As you can imagine, my father’s life was profoundly affected by his parents’ execution. He was three years old when they were arrested, and six years old when they were killed. He visited his parents in prison and still remembers what that felt like. He also remembers the executions, and the trauma of being bounced from home to home, and in and out of an orphanage. Relatives were too scared to take in him and my uncle. They were even thrown out of school in New Jersey where sympathetic friends of the family had tried to give them shelter.

Luckily my father and uncle were eventually adopted by Anne and Abel Meeropol. This loving couple, who were teachers and artists, provided a nurturing home and shielded them from the public. And thousands of people who had tried to save my grandparents donated funds to pay for my father and uncle’s education, therapy, art and drama programs, and other services to help them grow up healthy and happy.

Decades later, my father started the Rosenberg Fund for Children to assist kids in this country who are experiencing similar nightmares to what he endured. This organization I now lead aids the children of today’s targeted activists. Their parents are being attacked because they’re struggling to combat racism, wage peace, preserve civil liberties, safeguard the environment, organize on behalf of workers, prisoners, and LGBTQI people, and more. . . .
Incidentally, the children of US war resister Kimberly Rivera received some assistance from The Rosenberg Fund for Children. I'm proud that some part of my life intersects with some part of the Rosenbergs'.

I signed the petition with a clear conscience and I hope you will, too.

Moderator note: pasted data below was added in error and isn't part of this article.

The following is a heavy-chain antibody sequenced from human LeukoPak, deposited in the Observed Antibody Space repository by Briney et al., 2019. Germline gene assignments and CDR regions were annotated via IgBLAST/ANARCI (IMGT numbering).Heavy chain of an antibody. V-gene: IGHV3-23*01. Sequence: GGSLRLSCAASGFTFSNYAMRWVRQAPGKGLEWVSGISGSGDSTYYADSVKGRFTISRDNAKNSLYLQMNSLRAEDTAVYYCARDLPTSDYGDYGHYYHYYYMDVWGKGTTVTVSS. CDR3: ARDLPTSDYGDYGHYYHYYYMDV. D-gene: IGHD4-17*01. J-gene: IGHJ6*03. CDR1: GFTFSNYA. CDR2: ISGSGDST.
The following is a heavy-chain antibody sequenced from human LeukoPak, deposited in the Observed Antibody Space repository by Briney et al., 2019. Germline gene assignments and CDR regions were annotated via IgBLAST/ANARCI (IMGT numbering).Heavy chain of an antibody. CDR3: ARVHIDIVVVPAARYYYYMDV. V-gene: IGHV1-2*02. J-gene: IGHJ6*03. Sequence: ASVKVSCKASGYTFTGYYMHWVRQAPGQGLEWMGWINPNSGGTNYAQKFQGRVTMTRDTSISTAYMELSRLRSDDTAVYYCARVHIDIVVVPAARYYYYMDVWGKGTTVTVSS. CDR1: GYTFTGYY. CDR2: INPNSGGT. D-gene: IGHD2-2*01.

If you are interested in both a progressive and factual reading of the executions, I recommend this long piece by Robert Wilbur, writing in Truthout: The True Crime of the Rosenberg Execution.
Federal District Judge Irving R. Kaufman was a pious man. He visited his synagogue to commune with whatever god he believed in before making up his mind to condemn Julius and Ethel Rosenberg to die in the electric chair, making orphans of their two young boys. That, however, was not the full reach of his piety. Under pressure from the Justice Department to end the Rosenberg case quickly, after two years of delays in the courts, Kaufman set their death for a Friday. This created an unanticipated complication, as Sam Roberts recounts in his grisly description of the execution in "The Brother": New York State traditionally carried out its executions at 11:00 PM. But this would mean the Rosenbergs would burn several hours into the Sabbath - the Jewish holy day. What to do? Kaufman sought the advice of a rabbi to ascertain the exact time when the Sabbath began, then ordered the executions moved up to a more comfortable hour.

The judge must have gotten satisfactory advice, for there were no complaints from organized Jewry in America. Julius died from the traditional three jolts of electricity; Ethel required an additional two jolts, perhaps the only shred of evidence that she was really the tougher member of the spying duo.